The FBI uncovered the links between the assassins and Taiwan’s military intelligence, causing a major row between Washington and Taipei. It appears that the killers were backed by the Guomindang and state organs, possibly by Chiang’s ambitious son, Chiang Hsiao-wu (see Alan M. Wachman: Taiwan: National Identity and Democratization, 1994, p. 142).
After the murder of Liu, Chiang Ching-kuo unleashed a crackdown on organised crime. The head of the military intelligence, Wang Xiling, and two major Bamboo Gang leaders, Chen Qili and Wu Dun, were sentenced to life imprisonment (though they were released in 1991). Chiang’s son was demoted. He was sent to Singapore, where he headed the local Taiwan trade office (ibid., p. 142). It is unclear whether Chiang Ching-kuo ordered Liu’s murder and then suppressed the Bamboo Gang in order to appease Washington.
In 1996, after Taiwan’s democratisation, Chen Qili was forced to flee to Cambodia. He died in Hong Kong in 2007. According to interviews given by his associates, Chen very much resented the way the government had treated him. He had wanted to return to Taiwan and be treated like a “patriot”, rather than like a criminal. Wu Dun, Chen’s accomplice in the Liu murder, declared that “the government had treated Chen very unfairly … It is very disappointing that a man who sacrificed himself for the country was forced into exile overseas.”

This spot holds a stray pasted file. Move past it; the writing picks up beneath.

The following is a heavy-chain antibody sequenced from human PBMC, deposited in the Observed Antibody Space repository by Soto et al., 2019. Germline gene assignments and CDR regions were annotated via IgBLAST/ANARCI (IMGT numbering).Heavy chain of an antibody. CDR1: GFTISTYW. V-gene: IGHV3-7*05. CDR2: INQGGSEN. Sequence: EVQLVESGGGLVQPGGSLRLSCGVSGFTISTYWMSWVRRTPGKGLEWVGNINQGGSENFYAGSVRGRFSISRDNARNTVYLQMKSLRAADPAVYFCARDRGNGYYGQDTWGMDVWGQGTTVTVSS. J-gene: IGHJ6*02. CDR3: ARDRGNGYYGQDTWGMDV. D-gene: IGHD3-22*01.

After Chen’s death, some gangsters and even celebrities and media began portraying him as a patriot and a “hero”. One of Chen’s apologists was Zhang Anle (張安樂, spelt Chang An-le or An-lo in Taiwan), a former leader of the Bamboo Gang. He stated that Chen was an idealist who had made money doing the right thing.
For many years Zhang Anle, commonly known as the “White Wolf” (白狼), was considered by the Taiwanese media the “brain” of the Bamboo Gang (Chin Ko-lin: Hejin: Organized Crime, Business, and Politics in Taiwan. 2003, p. 37). He is a living example of the connection between triads and politics, and of the way in which both the Guomindang and the Chinese Communist Party use criminal gangs to impose their own ideology.
According to Wikipedia, Zhang Anle was born in 1948 in Taipei City. But other sources claim he was born in mainland China. This is, for instance, what author Chin Ko-lin states, but without specifying Zhang’s alleged birthplace. Zhang established links with the underworld as a boy. He joined the Bamboo Gang in 1964 and later rose to its leadership.